The official book of California Stylesheets


(and that's okay)

It's a book about writing CSS.
And not writing CSS.

You suck at color

Every second spent in a hex color picker is lost forever. It is over 99% design fussing, in service to nobody but the fussing designer.

The color dropper tool with a quick copy/paste is a little bit better. Really though, we should be starting our color process with names, not values.

Colors are flexible concepts. “Cyan” is a light blueish color.

Cyan makes a great palette color. It doesn’t make a great brand color. Your brand color should be a very specific hex value that has been fussed over by a designer. It’s the color you’d go to court over. Or some faceless corporation would go to court with you over, because they trademarked the feelings that color evoked, or that specific wavelength of light, or whatever they’re up to these days.

That court color is called the base color in CASS. It influences how the other colors in the palette will look, in terms of saturation and lightness.

Colors don’t ever truly have a semantic meaning, but this approach imparts “cyan” with its own local meaning for your project. If you get a brighter base color, cyan will be brighter too.

That local color meaning, the name, is preserved even if the base color changes. So the dark cyan and light cyan will still look cyan with any base.

Phew. Has the word “cyan” lost all meaning yet? Cyan. Cyan.

Fix it with CASS

CASS comes with thousands of colors right out of the box. The number is so high because you can combine words in CSS classes to describe colors, like “very dark fuchsia.”

 The adjectives: Bright, light, dark and dim. So you don’t use “green” and “forestgreen,” you use “green” and “dark green.”

On top of that, California Stylesheets supports two adverbs: very and hella. Dark red will be dark, but not as dark as very dark red, which isn’t as dark as hella dark red.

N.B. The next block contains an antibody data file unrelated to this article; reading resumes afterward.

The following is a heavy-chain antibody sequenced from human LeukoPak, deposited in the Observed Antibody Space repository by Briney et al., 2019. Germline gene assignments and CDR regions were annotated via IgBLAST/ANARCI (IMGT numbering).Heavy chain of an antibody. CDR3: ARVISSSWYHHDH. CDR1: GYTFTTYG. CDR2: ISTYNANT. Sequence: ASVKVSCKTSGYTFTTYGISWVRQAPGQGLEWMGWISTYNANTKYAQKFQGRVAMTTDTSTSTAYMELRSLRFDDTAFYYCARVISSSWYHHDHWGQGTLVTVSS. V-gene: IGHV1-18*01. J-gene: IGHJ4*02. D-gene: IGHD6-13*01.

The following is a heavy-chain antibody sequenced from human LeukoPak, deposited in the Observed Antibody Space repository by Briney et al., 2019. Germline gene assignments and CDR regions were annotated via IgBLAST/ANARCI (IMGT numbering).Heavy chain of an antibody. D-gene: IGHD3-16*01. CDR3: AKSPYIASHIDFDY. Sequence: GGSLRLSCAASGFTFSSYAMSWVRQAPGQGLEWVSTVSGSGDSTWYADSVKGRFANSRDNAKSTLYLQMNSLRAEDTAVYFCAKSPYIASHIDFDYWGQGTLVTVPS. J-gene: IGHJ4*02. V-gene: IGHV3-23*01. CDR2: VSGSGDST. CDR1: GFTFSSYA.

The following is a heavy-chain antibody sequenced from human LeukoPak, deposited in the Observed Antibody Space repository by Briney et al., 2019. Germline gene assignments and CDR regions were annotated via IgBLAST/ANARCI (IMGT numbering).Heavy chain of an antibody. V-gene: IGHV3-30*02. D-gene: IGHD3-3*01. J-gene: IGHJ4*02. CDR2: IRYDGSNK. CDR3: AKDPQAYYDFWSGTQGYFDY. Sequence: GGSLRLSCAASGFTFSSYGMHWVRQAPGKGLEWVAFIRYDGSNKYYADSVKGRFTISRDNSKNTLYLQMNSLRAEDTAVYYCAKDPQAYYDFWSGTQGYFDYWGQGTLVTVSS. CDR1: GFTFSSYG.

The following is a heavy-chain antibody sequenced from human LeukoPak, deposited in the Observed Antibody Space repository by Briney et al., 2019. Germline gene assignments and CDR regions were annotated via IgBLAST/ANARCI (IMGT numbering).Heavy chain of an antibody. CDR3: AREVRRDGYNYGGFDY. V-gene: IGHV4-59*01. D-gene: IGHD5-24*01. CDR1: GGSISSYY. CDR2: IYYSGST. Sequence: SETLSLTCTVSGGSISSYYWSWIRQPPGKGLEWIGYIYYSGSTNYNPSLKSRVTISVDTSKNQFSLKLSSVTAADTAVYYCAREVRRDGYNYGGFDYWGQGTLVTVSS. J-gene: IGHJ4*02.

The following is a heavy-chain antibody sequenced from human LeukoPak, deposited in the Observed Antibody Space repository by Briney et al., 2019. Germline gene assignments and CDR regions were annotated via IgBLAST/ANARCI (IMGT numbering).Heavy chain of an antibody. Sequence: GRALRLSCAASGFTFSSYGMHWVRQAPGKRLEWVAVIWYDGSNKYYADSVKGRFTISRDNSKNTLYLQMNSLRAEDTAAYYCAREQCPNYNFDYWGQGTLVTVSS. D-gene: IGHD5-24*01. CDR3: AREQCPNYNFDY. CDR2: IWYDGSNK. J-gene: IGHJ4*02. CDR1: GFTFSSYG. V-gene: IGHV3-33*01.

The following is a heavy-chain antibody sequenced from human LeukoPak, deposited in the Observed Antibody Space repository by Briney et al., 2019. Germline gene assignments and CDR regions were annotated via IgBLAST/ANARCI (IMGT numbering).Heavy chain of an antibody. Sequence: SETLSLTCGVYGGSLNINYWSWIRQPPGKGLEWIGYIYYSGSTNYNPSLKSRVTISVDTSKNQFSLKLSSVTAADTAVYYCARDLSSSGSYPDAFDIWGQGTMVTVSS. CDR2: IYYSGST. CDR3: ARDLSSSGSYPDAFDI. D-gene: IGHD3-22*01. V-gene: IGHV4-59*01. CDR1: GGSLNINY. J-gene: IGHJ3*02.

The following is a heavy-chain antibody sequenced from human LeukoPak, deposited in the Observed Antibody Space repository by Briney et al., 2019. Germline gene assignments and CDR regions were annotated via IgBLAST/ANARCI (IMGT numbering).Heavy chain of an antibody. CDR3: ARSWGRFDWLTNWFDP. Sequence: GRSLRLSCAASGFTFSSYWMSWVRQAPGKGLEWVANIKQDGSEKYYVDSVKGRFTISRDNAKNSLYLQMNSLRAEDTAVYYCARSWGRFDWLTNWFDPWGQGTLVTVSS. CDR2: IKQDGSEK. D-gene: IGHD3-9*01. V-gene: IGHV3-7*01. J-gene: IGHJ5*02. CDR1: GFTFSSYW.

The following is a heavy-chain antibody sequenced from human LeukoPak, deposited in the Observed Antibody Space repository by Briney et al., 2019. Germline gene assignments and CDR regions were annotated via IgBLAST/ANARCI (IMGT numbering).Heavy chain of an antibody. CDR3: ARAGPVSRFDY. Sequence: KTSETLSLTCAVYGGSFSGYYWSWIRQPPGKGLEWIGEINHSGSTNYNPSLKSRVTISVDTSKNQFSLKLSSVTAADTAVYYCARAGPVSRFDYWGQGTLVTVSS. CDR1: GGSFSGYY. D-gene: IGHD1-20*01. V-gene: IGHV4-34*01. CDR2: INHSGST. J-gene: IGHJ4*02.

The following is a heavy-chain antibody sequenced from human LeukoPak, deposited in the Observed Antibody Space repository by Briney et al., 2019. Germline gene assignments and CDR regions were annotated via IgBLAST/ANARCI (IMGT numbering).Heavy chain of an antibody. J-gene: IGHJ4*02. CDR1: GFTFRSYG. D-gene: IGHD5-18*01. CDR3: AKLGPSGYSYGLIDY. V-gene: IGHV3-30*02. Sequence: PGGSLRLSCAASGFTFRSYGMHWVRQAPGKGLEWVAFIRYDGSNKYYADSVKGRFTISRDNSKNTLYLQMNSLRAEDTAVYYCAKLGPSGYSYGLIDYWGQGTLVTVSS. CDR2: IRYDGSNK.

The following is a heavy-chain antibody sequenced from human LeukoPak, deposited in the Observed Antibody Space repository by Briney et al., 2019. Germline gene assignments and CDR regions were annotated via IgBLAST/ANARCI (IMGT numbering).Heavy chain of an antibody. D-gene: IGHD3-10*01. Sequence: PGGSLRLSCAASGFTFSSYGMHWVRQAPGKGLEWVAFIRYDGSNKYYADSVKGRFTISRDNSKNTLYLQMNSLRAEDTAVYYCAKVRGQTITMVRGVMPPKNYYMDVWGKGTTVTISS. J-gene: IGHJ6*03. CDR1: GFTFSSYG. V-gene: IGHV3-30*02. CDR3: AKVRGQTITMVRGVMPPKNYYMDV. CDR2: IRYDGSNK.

[For anyone not in the know, hella is a Californian slang shortening of “hell of a” and it works like saying “very very”]

There’s another set of helper adjectives which can push the colors in different directions: Cool, neutral and dull.

You can combine the two sets together for things like “bright cool red,” which is, well, a bright cool red.

But it’s not just a bright cool red. It’s a bright cool red that works with your brand color. If you give your whole project a facelift with a new color, all of your “bright cool red” elements will change to fit better with that new color.

Picking colors in this way, with descriptive words instead of a hex color picker, saves tons and tons of time. The colors are right there and self-describing. They don’t need any accompanying hex information. It’s a matter of picking “cool dim cyan” over #335c5c.

Next Chapter: Naming things »

Like the book? Buy it over on Gumroad.

Pay what you want!

The Gumroad version contains a secret chapter that spills the dirt on CSS preprocessors, a tech CASS no longer uses.

California Stylesheets is the awesome CSS file/framework referenced in the book. Get your own California Stylesheet here.

Go to CASS